It may have been karma or the United States telling the rogue Korean state who is the boss in the aftermath of the Sony hack fiasco, but North Korea went off the grid on Monday and made the Internet sizzle.
North Korea's Internet is going suspiciously haywire http://t.co/HbMTNAOrXp— jenni beattie (@jennibeattie) December 23, 2014
Though there has been no comment from the authorities in Pyongyang, South Korean officials confirmed that Internet access to the North's official Korean Central News Agency and the Rodong Sinmun newspaper had resumed on Tuesday.
Though the two media entities are back online, the few hours of downtime created quite a buzz. It was largely suspected to be a cyber attack.
There are no clues as to who, if anyone, was behind it.
U.S. President Barack Obama had vowed on Friday to respond to the major cyber attack, which he blamed on North Korea, "in a place and time and manner that we choose."
Washington, last Thursday, requested China's help, asking Beijing to shut down servers and routers used by North Korea that run through Chinese networks, senior administration officials told Reuters.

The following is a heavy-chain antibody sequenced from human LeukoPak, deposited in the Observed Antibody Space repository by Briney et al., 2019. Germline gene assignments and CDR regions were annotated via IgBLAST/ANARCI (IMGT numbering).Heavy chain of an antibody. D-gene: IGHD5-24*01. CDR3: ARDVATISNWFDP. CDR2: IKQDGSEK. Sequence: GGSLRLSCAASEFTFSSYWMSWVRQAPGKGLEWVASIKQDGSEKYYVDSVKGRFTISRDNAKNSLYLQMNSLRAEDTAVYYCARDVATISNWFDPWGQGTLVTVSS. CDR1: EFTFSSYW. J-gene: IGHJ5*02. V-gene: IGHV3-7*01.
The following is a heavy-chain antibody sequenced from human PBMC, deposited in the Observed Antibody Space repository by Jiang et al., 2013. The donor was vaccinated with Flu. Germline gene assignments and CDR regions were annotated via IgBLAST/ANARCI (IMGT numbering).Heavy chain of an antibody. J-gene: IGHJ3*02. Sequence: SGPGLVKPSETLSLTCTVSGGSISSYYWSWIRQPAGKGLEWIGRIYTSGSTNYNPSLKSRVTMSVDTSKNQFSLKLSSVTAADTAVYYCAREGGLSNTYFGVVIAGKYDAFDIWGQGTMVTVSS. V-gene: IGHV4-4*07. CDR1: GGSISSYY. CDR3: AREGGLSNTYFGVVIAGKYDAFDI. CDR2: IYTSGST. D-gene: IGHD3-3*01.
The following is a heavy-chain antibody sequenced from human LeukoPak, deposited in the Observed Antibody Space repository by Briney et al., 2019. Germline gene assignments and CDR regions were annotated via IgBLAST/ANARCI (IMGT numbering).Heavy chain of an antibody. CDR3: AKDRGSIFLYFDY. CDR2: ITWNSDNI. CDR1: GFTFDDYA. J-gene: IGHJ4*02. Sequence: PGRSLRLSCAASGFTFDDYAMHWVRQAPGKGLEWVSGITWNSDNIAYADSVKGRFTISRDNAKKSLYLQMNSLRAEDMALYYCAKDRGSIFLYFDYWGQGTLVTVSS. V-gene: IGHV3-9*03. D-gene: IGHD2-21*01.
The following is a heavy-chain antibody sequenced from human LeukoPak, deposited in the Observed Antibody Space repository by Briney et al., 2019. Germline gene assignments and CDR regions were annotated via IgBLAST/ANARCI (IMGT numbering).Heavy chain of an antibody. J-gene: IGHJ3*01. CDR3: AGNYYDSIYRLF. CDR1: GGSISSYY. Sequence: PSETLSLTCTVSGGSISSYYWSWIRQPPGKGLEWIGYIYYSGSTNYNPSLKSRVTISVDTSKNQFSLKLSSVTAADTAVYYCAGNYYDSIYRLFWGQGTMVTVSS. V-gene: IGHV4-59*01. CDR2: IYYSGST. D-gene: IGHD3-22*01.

The United States also asked China to identify any North Korean hackers operating in China and, if found, send them back to North Korea. It wants China to send a strong message to Pyongyang that such acts will not be tolerated, the officials said.
However, by Monday, China had not responded directly to the U.S. requests.
Dan Holden of Arbor Networks, a network defense firm, thought all the technical evidence shows that the North Korean outage was more likely a denial of service attack (DDoS) – an intentional network traffic jam orchestrated by hackers.
“Much like a real-world strike from the U.S., you probably wouldn’t know about it until it was too late. This is not the modus operandi of any government work,” he wrote in a blog post.
The Internet, on the other hand, has a mind of its own:
No internet in #NorthKorea ..whoa, all those 3 people who had it must really be suffering now..— sevanand gaddala (@sevanand) December 23, 2014
North Korea loses its Internet, possibly in retaliation for a hack it may not have done— Paola ? (@Polamnt) December 23, 2014
We put North Korea on Internet probation ????— Chief Lotza Bo (@bolastname) December 23, 2014
Damn. We shut off North Korea. Probably hired a kid to do it.— Ace (@0fficialAce) December 23, 2014